• Sunscreen and lip balm: water/sweat-proof
  • Headlamp: with extra batteries.
  • Toiletries: Toilet paper, baggie for used TP, toothbrush/paste, wet wipes, hand sanitizer, etc.
  • Personal first-aid kit: for your personal meds/needs; guide will have a large one as well
  • Stuff sacks: for convenient packing
  • Camera
  • Lunch food: Everything you eat between breakfast and dinner. May include: bagels, dried meats, cheese, trail mix, candy bars, peanut butter, etc…

Climbing Equipment

  • Harness: Adjustable leg loops are essential.
  • Locking carabiner: Pear shaped, wide mouth.
  • Helmet
  • Boots: Hiking boots, or alpine boots – many options. No tennis shoes.
  • Crampons: General mountaineering crampons (for May/June trips only – conditions dependent)
  • Mountaineering Axe: 60 – 70 cm mountain axe (for May/June trips only – conditions dependent)

Training & Follow Up Climbs

As always, being in excellent physical shape is an important component of our our programs. A good mixture of cardiovascular fitness, muscular fitness, and especially core strength will help you to maximize the potential rewards that are possible on a great climbing trip.

The NE Fork of the Kahiltna

1Before Your Expedition

The Denali West Rib Expedition is a serious undertaking and it is essential that you prepare thoroughly both mentally and physically.  In addition, the West Rib Expedition requires a higher level of technical skill so previous steep alpine climbing and/or ice climbing experience is required.  Previous completion of our Denali Prep Course, and other high altitude expeditions such as Ecuador’s Volcanoes is suggested prior to enrolling in this expedition.  Our Ice Climbing Courses also represent an excellent investment for the technical skills you need to have for this program.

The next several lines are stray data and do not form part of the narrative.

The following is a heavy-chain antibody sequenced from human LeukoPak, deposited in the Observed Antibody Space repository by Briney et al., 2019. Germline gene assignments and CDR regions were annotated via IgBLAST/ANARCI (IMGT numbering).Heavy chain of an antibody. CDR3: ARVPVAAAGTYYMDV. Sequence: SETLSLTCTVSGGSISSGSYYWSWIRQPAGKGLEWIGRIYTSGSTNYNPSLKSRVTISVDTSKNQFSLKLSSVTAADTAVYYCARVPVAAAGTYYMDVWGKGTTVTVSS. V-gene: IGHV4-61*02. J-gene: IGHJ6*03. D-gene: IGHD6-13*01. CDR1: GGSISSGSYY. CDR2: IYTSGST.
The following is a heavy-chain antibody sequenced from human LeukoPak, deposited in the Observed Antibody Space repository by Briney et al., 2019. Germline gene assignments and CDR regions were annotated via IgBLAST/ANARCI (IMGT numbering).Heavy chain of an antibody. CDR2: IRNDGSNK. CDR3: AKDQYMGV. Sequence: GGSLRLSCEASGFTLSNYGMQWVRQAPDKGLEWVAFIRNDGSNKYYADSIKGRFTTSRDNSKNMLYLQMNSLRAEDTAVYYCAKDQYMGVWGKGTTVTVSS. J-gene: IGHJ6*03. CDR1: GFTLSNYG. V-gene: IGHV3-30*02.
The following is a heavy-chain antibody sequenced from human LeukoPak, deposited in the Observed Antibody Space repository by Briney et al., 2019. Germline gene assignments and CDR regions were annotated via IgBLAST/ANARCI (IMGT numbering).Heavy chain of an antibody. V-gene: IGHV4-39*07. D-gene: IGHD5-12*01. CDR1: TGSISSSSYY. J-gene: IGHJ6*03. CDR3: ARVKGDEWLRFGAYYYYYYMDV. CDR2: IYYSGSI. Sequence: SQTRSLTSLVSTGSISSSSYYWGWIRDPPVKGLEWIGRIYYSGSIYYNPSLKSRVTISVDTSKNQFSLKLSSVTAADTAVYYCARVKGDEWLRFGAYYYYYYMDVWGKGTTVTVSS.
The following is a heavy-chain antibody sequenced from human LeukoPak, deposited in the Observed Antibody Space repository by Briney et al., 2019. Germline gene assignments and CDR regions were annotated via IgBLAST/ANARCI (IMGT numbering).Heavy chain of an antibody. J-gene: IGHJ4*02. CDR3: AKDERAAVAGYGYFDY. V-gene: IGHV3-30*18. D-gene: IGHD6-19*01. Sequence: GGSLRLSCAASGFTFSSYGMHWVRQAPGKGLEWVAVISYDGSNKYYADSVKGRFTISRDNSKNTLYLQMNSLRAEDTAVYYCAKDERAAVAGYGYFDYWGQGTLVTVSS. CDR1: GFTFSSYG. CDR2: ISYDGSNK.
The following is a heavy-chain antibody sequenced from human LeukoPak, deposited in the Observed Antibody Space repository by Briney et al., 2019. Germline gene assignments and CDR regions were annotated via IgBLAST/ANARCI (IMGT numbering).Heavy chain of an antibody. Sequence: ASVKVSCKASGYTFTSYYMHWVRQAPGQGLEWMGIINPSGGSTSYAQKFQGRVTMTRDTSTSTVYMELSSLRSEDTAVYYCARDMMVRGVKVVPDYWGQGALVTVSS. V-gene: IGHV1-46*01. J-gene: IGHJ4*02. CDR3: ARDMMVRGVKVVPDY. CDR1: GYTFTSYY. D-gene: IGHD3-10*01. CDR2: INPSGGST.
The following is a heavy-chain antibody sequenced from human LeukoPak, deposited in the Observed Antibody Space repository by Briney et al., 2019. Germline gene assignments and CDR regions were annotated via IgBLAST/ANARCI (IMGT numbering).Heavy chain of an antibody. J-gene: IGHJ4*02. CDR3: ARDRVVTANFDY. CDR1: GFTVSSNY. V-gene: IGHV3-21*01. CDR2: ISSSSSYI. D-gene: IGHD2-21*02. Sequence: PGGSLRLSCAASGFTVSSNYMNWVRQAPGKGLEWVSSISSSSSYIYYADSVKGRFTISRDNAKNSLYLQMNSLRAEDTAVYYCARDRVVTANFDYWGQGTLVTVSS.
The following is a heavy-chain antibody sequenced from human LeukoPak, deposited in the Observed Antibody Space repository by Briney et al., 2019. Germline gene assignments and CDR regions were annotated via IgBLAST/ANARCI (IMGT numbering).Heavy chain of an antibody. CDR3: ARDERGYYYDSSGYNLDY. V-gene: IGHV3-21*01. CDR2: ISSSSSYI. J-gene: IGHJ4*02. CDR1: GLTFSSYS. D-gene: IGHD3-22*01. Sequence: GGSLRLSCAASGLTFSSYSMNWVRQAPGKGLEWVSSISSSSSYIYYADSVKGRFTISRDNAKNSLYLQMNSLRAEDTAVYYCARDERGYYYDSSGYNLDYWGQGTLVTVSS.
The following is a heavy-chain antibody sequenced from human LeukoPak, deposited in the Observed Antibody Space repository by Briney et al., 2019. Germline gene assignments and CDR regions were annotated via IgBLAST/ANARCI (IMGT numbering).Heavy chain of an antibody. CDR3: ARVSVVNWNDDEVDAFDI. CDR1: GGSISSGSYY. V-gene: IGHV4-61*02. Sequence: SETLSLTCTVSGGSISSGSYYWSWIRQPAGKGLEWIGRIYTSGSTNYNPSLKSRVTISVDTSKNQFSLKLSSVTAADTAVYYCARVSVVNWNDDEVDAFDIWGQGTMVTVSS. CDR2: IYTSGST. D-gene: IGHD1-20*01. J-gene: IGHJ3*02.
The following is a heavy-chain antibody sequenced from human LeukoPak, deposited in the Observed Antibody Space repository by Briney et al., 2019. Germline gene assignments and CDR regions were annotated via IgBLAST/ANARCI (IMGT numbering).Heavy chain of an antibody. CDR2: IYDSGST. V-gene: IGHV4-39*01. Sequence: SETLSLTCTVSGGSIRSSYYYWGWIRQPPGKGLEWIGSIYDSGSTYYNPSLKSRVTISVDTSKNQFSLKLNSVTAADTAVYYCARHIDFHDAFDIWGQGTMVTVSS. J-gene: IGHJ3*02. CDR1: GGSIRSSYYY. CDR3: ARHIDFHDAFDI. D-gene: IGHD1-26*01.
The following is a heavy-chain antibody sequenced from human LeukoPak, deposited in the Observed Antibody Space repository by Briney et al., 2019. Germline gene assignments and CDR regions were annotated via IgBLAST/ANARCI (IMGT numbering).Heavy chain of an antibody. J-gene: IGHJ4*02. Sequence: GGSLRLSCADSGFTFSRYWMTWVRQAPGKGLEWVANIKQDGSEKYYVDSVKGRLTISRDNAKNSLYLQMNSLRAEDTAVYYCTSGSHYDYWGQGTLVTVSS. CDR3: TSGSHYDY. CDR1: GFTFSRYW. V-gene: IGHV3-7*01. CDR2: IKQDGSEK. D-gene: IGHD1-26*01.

For the West Rib Expedition you should be ready for:

  • 18 – 24 days on a glaciated high-altitude mountain
  • Carrying a pack loaded with food and gear up to 65 lbs.
  • Fickle weather, cold temperatures, warm temperatures, delays, other factors beyond our control

2Follow Up Climbs

I hope that I might be able to get out to Ouray again before ice season ends.  If so, I’ll definitely get in touch with you.  Working with the local experts really makes a difference.  Thanks again for everything! – N. Subashki. 2011 Private Program

Talkeetna, Alaska: Getting There